A big gripe is the requirement that riding schools pay full business rates, unlike other educational establishments. And rates are calculated partly on geographical size. Schools such as Strumpshaw cover a lot of land, and in this rainy climate have to have indoor training rings. So they end up being compared to Tesco when, says Duncan Brown, most have the turnover of a corner shop.
Late last year, to make matters worse, the Government said it would let farmers off the full rate to help them diversify into horses. The BHS bridled. "We said, 'You are putting the ones who know what they are doing out of business by giving incentives to farmers'," says Nicola Gregory. The Government has stopped pushing the idea, but has yet to halt the proliferation of unlicensed "DIY" schools set up on the quiet by farmers facing bankruptcy, she adds.
Agricultural colleges have also been diversifying into equestrian studies. Much of the training formerly done in riding schools at no cost to the public is now being subsidised by the taxpayer. Some in the industry bemoan the fact that young people who would once have worked in stables in exchange for lessons are now "swanning around" at college.
"Colleges have masses of money," says Nicola Gregory. "Riding schools are struggling along on a pittance. Many schools make no profit and quite a few are subsidised by a husband working in the City or running a builders' yard. They do it because they believe in it and it is hugely beneficial for kids."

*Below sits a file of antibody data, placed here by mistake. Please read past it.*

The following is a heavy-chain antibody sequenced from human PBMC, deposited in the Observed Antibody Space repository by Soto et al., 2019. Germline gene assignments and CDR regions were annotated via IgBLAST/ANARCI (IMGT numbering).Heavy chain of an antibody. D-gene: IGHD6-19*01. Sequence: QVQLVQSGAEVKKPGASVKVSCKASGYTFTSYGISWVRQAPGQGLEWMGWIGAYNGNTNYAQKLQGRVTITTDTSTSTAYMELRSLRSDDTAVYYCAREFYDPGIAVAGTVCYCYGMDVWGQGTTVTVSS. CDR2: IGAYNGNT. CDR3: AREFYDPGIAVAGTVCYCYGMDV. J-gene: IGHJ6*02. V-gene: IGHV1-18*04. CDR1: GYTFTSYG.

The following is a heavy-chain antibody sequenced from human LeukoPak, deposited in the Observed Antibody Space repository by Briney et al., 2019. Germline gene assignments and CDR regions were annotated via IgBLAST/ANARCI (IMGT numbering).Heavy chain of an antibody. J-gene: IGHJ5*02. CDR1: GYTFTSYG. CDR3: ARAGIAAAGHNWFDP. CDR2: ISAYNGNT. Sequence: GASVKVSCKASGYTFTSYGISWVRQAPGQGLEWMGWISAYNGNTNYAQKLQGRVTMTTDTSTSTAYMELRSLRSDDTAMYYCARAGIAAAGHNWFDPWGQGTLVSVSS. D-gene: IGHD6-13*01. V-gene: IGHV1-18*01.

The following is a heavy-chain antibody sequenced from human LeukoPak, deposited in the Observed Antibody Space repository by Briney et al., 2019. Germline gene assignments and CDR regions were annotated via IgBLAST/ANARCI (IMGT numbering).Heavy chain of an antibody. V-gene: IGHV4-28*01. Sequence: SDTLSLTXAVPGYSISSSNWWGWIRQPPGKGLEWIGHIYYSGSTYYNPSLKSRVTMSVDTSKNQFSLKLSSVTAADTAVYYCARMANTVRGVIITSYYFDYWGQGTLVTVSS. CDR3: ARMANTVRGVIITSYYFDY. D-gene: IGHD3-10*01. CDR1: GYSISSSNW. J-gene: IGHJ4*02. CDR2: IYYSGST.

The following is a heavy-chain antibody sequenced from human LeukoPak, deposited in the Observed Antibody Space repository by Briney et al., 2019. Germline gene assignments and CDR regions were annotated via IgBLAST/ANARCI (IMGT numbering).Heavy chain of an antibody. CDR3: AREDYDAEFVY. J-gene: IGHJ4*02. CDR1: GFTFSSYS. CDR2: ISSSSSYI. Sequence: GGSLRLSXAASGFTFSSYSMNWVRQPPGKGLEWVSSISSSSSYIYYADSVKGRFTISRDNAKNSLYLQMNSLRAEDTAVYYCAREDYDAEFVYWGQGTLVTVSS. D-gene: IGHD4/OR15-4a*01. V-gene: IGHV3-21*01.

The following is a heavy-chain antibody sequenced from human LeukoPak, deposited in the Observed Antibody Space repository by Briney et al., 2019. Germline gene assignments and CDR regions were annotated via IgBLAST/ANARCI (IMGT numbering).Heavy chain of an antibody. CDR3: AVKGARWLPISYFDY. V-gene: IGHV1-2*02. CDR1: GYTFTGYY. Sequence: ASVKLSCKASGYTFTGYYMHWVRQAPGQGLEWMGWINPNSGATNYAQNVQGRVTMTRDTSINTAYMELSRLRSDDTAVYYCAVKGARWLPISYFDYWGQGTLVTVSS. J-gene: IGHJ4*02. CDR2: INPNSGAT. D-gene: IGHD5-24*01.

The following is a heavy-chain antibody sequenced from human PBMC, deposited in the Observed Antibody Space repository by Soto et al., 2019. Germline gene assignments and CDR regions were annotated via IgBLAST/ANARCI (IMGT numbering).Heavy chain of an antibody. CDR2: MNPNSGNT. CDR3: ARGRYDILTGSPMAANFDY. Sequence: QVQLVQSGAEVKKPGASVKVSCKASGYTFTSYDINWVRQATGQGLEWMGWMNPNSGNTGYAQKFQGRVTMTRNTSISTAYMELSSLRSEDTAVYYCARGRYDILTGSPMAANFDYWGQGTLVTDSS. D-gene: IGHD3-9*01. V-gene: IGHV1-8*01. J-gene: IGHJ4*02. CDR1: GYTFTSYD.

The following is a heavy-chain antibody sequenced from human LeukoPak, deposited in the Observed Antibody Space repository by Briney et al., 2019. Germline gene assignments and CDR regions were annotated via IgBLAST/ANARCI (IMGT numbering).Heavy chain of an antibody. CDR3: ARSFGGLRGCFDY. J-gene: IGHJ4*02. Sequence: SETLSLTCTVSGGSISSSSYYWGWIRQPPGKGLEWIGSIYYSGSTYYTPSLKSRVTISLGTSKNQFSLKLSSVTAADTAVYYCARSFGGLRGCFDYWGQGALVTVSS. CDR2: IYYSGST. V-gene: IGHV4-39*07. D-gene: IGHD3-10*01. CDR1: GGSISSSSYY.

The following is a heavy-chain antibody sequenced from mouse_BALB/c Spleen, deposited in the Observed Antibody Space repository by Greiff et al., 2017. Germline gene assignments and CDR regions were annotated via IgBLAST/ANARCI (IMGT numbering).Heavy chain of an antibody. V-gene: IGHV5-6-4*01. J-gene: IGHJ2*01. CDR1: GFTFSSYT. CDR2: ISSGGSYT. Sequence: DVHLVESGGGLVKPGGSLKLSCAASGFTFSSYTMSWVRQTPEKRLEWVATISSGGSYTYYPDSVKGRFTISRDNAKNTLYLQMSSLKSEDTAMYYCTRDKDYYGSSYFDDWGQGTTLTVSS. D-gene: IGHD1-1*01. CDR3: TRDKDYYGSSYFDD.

Malcolm Florey, principal of Bicton College in Devon, has some sympathy. Several of his 120 equine students want to become riding instructors, he says, and the college sees horses as a growth area. But he worries about the countryside. "The whole rural community feels beleaguered, and that includes farmers, equine businesses and horticultural centres."
Wendy Murray is kinder to colleges, although she knows many riding schools regard them as a bugbear. "It's the society we live in. Kids want to go to college. Maybe young girls think, 'I don't want to spend all day in a cold stable yard when I could go to college and spend my spare time shopping'."
The traditional method of training instructors was not flawless. There was exploitation, Nicola Gregory admits. Teenagers with a passion for horses were taken on as "working pupils who were paid peanuts". Some were living in cold, leaking caravans with no electricity or running water and were not getting any lessons. Fears about the impact of the national minimum wage - "which we think is a good thing" - persuaded the BHS to introduce an apprenticeship scheme that guarantees a set number of hours' tuition a week.
The society's qualifications, which date back to the 1920s, are well-respected, and 4,000 assistant riding instructors qualify each year. Wendy Murray employs several. You have to be a people person to do the job, she says, with a lot of horse sense. And you need to enjoy teaching and to find satisfaction in seeing a pupil improve.
The rapid progress of pupils at Strumpshaw is proved by the year's waiting list for lessons. Strumpshaw is part of the way along a path that the BHS believes all schools will have to travel. "They need to move up a gear, to have the cafe, the shop, a club, the T-shirts, the proper parking," says Nicola Gregory. "Gone are the days when you could get away with being up a rutted lane that would ruin the springs off anything."
No doubt Wendy Murray would agree, if she had time to think about it.
See Big Picture, page16